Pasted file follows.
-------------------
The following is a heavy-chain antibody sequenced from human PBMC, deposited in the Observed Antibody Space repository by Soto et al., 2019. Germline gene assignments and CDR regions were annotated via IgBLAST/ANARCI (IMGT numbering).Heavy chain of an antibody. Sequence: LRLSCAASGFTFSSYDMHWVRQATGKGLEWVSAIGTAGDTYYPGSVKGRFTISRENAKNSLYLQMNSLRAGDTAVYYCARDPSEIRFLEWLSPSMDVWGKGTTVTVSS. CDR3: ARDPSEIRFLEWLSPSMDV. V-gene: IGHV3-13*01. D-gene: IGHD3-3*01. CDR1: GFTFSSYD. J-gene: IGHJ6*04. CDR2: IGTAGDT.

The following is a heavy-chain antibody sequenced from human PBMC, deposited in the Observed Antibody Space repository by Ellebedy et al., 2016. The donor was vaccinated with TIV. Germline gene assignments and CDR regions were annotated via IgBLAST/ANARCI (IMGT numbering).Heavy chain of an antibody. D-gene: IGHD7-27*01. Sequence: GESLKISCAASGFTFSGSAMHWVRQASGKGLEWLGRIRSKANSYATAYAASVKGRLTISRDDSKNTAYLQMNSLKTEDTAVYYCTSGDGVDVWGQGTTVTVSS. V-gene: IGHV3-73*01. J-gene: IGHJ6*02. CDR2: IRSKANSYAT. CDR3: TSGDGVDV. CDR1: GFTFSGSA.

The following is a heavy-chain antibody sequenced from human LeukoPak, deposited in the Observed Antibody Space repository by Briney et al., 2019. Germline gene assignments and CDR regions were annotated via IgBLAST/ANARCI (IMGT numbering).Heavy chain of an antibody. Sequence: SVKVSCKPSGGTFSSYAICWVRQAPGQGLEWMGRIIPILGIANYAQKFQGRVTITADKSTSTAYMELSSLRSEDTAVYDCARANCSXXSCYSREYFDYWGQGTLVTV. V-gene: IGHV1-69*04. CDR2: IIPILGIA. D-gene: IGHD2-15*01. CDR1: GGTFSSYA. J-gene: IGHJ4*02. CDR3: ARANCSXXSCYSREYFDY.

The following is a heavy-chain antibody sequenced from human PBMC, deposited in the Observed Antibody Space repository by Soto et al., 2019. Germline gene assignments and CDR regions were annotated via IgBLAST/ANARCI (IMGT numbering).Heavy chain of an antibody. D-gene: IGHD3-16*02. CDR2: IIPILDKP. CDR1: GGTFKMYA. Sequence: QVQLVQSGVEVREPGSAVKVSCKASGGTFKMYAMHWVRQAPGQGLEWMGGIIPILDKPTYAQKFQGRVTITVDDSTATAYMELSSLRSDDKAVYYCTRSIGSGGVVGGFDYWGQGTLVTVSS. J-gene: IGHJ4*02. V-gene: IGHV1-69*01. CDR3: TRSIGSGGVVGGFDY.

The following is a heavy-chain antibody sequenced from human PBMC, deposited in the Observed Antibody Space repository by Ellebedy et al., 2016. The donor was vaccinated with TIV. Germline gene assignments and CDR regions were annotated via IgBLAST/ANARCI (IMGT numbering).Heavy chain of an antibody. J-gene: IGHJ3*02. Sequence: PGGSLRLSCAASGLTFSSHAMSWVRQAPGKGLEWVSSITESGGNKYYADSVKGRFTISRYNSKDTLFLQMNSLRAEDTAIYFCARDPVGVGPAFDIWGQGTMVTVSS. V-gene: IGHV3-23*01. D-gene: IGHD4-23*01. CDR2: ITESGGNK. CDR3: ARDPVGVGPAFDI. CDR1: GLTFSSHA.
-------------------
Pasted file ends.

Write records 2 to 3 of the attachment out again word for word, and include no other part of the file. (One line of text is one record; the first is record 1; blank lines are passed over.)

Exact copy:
The following is a heavy-chain antibody sequenced from human PBMC, deposited in the Observed Antibody Space repository by Ellebedy et al., 2016. The donor was vaccinated with TIV. Germline gene assignments and CDR regions were annotated via IgBLAST/ANARCI (IMGT numbering).Heavy chain of an antibody. D-gene: IGHD7-27*01. Sequence: GESLKISCAASGFTFSGSAMHWVRQASGKGLEWLGRIRSKANSYATAYAASVKGRLTISRDDSKNTAYLQMNSLKTEDTAVYYCTSGDGVDVWGQGTTVTVSS. V-gene: IGHV3-73*01. J-gene: IGHJ6*02. CDR2: IRSKANSYAT. CDR3: TSGDGVDV. CDR1: GFTFSGSA.

The following is a heavy-chain antibody sequenced from human LeukoPak, deposited in the Observed Antibody Space repository by Briney et al., 2019. Germline gene assignments and CDR regions were annotated via IgBLAST/ANARCI (IMGT numbering).Heavy chain of an antibody. Sequence: SVKVSCKPSGGTFSSYAICWVRQAPGQGLEWMGRIIPILGIANYAQKFQGRVTITADKSTSTAYMELSSLRSEDTAVYDCARANCSXXSCYSREYFDYWGQGTLVTV. V-gene: IGHV1-69*04. CDR2: IIPILGIA. D-gene: IGHD2-15*01. CDR1: GGTFSSYA. J-gene: IGHJ4*02. CDR3: ARANCSXXSCYSREYFDY.